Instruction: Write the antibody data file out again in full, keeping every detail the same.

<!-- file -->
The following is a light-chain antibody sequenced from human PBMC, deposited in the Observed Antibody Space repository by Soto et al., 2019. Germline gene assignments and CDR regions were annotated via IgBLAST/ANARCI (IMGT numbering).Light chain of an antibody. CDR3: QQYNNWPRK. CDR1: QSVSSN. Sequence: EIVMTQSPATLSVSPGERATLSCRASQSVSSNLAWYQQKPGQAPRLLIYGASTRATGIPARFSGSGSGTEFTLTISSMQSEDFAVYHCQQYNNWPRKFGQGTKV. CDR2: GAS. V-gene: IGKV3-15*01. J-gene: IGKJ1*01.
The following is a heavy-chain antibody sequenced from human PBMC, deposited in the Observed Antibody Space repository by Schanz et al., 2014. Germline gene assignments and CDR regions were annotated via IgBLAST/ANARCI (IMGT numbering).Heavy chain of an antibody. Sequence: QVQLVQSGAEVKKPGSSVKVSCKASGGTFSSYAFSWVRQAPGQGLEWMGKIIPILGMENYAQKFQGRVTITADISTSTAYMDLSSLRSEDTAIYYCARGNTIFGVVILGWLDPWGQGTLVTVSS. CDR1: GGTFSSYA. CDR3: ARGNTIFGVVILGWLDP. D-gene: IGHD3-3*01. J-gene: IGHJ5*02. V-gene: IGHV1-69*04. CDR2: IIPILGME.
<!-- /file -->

The following is a light-chain antibody sequenced from human PBMC, deposited in the Observed Antibody Space repository by Soto et al., 2019. Germline gene assignments and CDR regions were annotated via IgBLAST/ANARCI (IMGT numbering).Light chain of an antibody. CDR3: QQYNNWPRK. CDR1: QSVSSN. Sequence: EIVMTQSPATLSVSPGERATLSCRASQSVSSNLAWYQQKPGQAPRLLIYGASTRATGIPARFSGSGSGTEFTLTISSMQSEDFAVYHCQQYNNWPRKFGQGTKV. CDR2: GAS. V-gene: IGKV3-15*01. J-gene: IGKJ1*01.
The following is a heavy-chain antibody sequenced from human PBMC, deposited in the Observed Antibody Space repository by Schanz et al., 2014. Germline gene assignments and CDR regions were annotated via IgBLAST/ANARCI (IMGT numbering).Heavy chain of an antibody. Sequence: QVQLVQSGAEVKKPGSSVKVSCKASGGTFSSYAFSWVRQAPGQGLEWMGKIIPILGMENYAQKFQGRVTITADISTSTAYMDLSSLRSEDTAIYYCARGNTIFGVVILGWLDPWGQGTLVTVSS. CDR1: GGTFSSYA. CDR3: ARGNTIFGVVILGWLDP. D-gene: IGHD3-3*01. J-gene: IGHJ5*02. V-gene: IGHV1-69*04. CDR2: IIPILGME.